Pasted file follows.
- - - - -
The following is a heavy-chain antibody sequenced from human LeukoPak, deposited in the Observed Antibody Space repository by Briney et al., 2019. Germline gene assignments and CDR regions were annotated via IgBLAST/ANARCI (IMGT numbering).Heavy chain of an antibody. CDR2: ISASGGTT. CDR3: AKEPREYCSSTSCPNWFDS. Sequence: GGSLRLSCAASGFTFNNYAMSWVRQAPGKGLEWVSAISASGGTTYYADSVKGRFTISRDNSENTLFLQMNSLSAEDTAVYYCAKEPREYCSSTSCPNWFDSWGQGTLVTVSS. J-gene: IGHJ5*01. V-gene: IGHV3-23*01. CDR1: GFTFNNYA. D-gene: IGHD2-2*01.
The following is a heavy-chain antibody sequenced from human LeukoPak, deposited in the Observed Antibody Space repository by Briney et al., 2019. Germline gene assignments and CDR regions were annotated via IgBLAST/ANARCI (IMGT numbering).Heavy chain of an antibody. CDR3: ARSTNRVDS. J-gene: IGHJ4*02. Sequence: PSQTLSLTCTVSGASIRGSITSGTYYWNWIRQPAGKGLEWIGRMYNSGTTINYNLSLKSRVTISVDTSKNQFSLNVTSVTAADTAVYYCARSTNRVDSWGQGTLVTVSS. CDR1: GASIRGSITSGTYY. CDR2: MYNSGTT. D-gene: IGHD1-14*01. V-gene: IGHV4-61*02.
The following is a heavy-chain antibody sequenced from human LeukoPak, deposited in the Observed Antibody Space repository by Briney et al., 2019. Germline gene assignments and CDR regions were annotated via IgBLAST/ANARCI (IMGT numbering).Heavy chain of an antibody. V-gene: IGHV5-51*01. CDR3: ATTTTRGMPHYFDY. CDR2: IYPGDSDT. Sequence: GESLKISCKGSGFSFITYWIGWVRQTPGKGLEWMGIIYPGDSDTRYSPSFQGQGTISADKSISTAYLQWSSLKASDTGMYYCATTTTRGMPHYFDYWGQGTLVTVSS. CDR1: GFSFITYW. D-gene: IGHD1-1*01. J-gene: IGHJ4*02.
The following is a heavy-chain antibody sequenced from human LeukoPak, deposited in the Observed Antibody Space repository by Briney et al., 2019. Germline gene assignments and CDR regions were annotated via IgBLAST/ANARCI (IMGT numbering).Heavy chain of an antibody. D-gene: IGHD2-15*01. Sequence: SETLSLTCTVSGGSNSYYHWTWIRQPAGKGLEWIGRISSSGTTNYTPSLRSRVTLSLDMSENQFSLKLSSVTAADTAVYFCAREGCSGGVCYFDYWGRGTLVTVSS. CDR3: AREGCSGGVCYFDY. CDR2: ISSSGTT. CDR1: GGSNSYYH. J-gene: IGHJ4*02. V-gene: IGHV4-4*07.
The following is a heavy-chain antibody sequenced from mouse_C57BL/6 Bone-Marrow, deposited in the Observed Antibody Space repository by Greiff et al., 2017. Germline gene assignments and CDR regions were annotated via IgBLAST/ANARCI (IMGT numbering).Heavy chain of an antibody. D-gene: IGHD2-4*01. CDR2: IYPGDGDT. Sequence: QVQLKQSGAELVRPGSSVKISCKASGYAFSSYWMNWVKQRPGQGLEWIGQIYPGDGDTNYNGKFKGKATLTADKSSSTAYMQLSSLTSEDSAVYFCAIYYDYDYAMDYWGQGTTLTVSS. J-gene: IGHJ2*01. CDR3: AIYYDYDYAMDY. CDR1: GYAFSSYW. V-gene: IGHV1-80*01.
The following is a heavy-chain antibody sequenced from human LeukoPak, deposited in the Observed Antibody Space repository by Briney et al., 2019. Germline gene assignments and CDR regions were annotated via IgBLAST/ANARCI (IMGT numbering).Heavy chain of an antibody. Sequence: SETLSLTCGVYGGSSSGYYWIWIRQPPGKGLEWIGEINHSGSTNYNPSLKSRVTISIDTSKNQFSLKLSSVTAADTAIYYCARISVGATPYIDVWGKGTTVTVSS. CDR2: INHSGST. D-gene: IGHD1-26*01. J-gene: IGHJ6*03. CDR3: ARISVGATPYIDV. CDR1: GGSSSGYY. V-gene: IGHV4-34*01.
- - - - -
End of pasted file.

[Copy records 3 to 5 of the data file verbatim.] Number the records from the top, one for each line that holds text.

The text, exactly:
The following is a heavy-chain antibody sequenced from human LeukoPak, deposited in the Observed Antibody Space repository by Briney et al., 2019. Germline gene assignments and CDR regions were annotated via IgBLAST/ANARCI (IMGT numbering).Heavy chain of an antibody. V-gene: IGHV5-51*01. CDR3: ATTTTRGMPHYFDY. CDR2: IYPGDSDT. Sequence: GESLKISCKGSGFSFITYWIGWVRQTPGKGLEWMGIIYPGDSDTRYSPSFQGQGTISADKSISTAYLQWSSLKASDTGMYYCATTTTRGMPHYFDYWGQGTLVTVSS. CDR1: GFSFITYW. D-gene: IGHD1-1*01. J-gene: IGHJ4*02.
The following is a heavy-chain antibody sequenced from human LeukoPak, deposited in the Observed Antibody Space repository by Briney et al., 2019. Germline gene assignments and CDR regions were annotated via IgBLAST/ANARCI (IMGT numbering).Heavy chain of an antibody. D-gene: IGHD2-15*01. Sequence: SETLSLTCTVSGGSNSYYHWTWIRQPAGKGLEWIGRISSSGTTNYTPSLRSRVTLSLDMSENQFSLKLSSVTAADTAVYFCAREGCSGGVCYFDYWGRGTLVTVSS. CDR3: AREGCSGGVCYFDY. CDR2: ISSSGTT. CDR1: GGSNSYYH. J-gene: IGHJ4*02. V-gene: IGHV4-4*07.
The following is a heavy-chain antibody sequenced from mouse_C57BL/6 Bone-Marrow, deposited in the Observed Antibody Space repository by Greiff et al., 2017. Germline gene assignments and CDR regions were annotated via IgBLAST/ANARCI (IMGT numbering).Heavy chain of an antibody. D-gene: IGHD2-4*01. CDR2: IYPGDGDT. Sequence: QVQLKQSGAELVRPGSSVKISCKASGYAFSSYWMNWVKQRPGQGLEWIGQIYPGDGDTNYNGKFKGKATLTADKSSSTAYMQLSSLTSEDSAVYFCAIYYDYDYAMDYWGQGTTLTVSS. J-gene: IGHJ2*01. CDR3: AIYYDYDYAMDY. CDR1: GYAFSSYW. V-gene: IGHV1-80*01.